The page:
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The Greatest Showman Review (2017) | Celebrating Show Business

The Greatest Showman is a musical feat. A movie that celebrates exactly what its name suggests – the life of P. T. Barnum slapped on a grandeur of musical awesomeness. If you are averse to contemporary music it might bother you a little bit, probably because the movie uses it everywhere. It’s built on hope which often separates the reality away giving you a rather vague insight into the life of Barnum that apparently had much more going. But if life were all about looking up, The Greatest Showman stands out hands down.

The Greatest Showman is quite entertaining and it will actually make you feel good when you come out of the theatre. There is more to it than it just being about a dreamer who took a bold and different route to success. The pioneer of showbusiness P. T. Barnum helped one see past their insecurities and turned it into something celebratory. It is a feat that’s great per se. The movie frolicks around on highs and lows to show us there’s no stopping someone who is convinced of his idea of success. Very satisfying!

The noblest art is that of making others happy.

The flick is brimming with energy. You can’t help yourself sway whenever a beat drops. When you talk about its choreography, it’s brilliantly done too, everything gorgeously arrayed that puts you right up there beaming you up with exhilaration.

The Greatest Showman Theme

The storyline is basically a biopic that tries to place Barnum in 1 hour and 45 minutes of screentime. It showcases him coming from nothing, becoming something and then struggling to hold on to it. There are ups and downs that often leave him ecstatic and shattered. It glances into his life often trying to skim how he had become a puppet to societal stratification. But the joyful thing to mark is that he smiles through it all.

The Greatest Showman Hugh Jackman

Hugh Jackman plays Barnum impeccably making him this powerful hopeful being who inspires everybody to come out of the closet and overcome personal deficiencies turning them into their strength. Even though one could debate about his motive not being entirely generous, Barnum saw something that people failed to see. He somehow managed to turn it into a profession breaking barriers of human capabilities.

No one ever made a difference by being like everyone else.

Here’s a list of all the songs from The Greatest Showman:

  1. The Greatest Show
  2. The Other Side
  3. A Million Dreams
  4. Never Enough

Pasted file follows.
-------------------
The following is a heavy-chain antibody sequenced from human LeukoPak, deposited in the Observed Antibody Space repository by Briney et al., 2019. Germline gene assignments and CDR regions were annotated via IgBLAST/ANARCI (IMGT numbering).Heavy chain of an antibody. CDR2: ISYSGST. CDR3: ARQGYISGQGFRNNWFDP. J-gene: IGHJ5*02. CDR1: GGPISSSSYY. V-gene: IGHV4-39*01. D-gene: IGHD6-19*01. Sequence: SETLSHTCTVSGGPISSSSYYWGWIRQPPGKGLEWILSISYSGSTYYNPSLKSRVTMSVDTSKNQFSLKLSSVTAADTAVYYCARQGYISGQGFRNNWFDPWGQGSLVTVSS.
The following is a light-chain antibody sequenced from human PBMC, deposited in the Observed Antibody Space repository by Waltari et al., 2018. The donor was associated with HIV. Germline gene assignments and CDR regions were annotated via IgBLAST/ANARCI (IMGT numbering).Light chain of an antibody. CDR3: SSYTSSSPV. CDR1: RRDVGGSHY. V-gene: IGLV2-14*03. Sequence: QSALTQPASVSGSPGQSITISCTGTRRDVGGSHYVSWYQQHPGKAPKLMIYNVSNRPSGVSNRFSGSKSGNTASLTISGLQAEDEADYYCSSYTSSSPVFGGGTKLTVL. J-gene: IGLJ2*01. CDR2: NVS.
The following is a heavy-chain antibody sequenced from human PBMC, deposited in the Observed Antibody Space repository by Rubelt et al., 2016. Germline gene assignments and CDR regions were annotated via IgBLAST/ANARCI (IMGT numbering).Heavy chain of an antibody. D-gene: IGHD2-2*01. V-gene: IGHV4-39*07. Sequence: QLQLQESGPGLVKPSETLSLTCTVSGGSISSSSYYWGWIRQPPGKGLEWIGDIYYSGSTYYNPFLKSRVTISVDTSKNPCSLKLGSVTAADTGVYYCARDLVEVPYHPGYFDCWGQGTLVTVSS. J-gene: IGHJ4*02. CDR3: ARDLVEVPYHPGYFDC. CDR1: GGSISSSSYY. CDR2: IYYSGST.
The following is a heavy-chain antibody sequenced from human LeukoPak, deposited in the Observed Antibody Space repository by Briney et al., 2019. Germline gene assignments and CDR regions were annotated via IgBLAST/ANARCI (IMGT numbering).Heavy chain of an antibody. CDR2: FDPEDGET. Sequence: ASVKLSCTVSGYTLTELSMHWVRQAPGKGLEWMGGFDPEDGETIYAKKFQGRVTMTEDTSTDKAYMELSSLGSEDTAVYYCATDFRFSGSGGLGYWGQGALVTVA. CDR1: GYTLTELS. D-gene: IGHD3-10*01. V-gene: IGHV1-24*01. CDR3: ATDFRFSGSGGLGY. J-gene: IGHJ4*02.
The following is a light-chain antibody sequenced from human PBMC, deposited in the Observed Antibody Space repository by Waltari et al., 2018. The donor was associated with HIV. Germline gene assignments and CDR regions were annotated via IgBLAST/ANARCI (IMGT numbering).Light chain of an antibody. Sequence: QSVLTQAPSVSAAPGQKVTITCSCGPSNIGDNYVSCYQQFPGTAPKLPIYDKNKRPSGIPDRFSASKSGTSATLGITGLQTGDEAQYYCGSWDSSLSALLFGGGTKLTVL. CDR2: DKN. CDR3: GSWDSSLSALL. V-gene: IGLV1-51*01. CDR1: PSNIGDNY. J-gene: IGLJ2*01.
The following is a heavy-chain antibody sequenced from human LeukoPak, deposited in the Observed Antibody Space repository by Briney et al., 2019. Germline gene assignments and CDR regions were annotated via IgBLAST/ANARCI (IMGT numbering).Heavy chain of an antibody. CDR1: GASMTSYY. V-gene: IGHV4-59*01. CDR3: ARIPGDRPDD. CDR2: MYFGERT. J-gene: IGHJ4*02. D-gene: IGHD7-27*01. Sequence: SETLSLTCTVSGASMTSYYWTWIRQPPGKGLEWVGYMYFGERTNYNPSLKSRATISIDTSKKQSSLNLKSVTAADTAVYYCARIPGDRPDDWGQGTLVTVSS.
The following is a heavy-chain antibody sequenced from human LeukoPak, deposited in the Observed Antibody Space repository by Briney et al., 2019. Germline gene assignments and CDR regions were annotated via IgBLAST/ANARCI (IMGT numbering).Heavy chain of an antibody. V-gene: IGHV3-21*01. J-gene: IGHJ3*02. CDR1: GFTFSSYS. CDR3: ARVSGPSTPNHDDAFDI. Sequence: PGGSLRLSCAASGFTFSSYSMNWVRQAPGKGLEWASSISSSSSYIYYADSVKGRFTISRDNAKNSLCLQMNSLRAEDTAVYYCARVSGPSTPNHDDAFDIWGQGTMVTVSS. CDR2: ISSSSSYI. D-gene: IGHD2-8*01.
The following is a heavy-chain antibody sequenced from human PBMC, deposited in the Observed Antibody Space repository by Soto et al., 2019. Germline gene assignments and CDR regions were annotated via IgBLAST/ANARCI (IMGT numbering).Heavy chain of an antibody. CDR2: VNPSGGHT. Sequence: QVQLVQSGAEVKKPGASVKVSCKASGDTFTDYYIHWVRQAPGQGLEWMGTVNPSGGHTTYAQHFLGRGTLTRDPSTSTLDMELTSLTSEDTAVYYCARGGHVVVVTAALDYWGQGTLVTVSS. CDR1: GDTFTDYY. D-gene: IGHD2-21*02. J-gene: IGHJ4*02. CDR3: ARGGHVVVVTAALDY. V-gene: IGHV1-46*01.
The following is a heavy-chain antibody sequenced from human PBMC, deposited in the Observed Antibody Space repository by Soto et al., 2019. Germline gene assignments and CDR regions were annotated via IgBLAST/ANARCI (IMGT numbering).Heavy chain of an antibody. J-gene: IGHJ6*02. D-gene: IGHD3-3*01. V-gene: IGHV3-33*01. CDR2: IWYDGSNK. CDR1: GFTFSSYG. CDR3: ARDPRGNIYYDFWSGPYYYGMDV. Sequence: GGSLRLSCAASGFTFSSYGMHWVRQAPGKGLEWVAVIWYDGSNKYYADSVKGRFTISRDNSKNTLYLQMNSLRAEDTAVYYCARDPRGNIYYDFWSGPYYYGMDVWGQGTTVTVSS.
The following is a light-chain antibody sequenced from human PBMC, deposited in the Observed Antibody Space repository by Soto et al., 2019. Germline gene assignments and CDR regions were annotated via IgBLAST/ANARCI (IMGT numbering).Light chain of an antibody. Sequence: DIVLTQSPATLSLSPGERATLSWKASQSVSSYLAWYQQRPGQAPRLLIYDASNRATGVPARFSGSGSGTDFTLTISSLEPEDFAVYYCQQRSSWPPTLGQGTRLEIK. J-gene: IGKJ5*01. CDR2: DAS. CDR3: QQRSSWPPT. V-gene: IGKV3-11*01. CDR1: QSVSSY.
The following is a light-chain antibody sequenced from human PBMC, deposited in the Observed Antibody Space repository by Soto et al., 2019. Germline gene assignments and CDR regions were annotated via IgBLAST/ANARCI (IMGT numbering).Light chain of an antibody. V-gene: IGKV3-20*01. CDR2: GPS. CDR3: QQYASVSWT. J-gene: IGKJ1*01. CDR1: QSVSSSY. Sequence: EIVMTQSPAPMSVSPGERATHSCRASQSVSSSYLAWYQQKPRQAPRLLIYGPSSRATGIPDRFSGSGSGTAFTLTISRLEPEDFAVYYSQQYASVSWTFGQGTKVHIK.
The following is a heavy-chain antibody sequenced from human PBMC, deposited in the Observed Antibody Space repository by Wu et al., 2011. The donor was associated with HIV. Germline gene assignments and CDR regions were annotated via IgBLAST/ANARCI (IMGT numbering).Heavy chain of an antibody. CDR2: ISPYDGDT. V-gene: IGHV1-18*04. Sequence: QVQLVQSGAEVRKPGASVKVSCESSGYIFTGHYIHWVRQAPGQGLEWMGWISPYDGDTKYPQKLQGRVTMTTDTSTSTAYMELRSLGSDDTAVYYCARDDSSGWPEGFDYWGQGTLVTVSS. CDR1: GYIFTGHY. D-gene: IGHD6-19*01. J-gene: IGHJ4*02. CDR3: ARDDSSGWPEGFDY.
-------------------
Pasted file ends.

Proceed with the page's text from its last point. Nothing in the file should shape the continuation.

5. Tightrope
  6. This is Me
  7. From Now On
  8. Come Alive
  9. Rewrite the Stars

You can order The Greatest Showman OST from here:

Hugh Jackman does justice to the legend and shines in the spotlight. Even though his Barnum feels too hopeful to be taken seriously, he fares great for a musical. His acting remains top-notch nevertheless.

Hyperbole isn’t the worst crime. Men suffer more from imagining too little than too much.

The screenplay of the flick is brilliant. There are plenty of great lines in it that will compel you to marvel at its beautiful play of words.

Downsides

If you take a look at the downsides of The Greatest Showman, there were plenty. To begin with, the flick felt fabricated on a contemporary musical style, which is something that takes your attention away from its lyrical juices. You can’t help but wish a piano or a violin to play when the mood is glum, but that rarely happens. There’s no way you could put it up against the likes of La La Land. It doesn’t tear you apart. Emotions in it don’t leave you hollow.

Another one of those things that nagged a little bit was the content of the circus. There’s no way the audience came just to watch the crew perform on songs. Songs felt more like fillers as if Michael Gracey the director couldn’t think of a better alternative to it. I don’t know like a humorous play or dramatic theatricalization could have at least filled it with some substance. It’s not the only thing you come to see in a circus.

They are laughing anyway, kid, so you might as well get paid.

There were a lot of things that were a little hard to digest too. But the movie shines out despite its issues.

You can order the movie from here:

The Final Verdict

The Greatest Showman entertains you thus accomplishing what it was trying to. It isn’t emotionally spell-binding but it still is something when you try to sieve through the entertainment department. It’s grand and extravagant. The detailing, the costume are all painstakingly created and you can tell that by the way, it impresses you.

The story The Greatest Showman tells is pretty good. It fills you up with hope, that you too have a chance to do something out of the ordinary and maybe inspire others from your action. That world is a crooked place but you have to make the most of it. There are countless messages to take from the flick.

Although a musical might not do a person justice, it sure as hell tells a story that puts a smile on your face.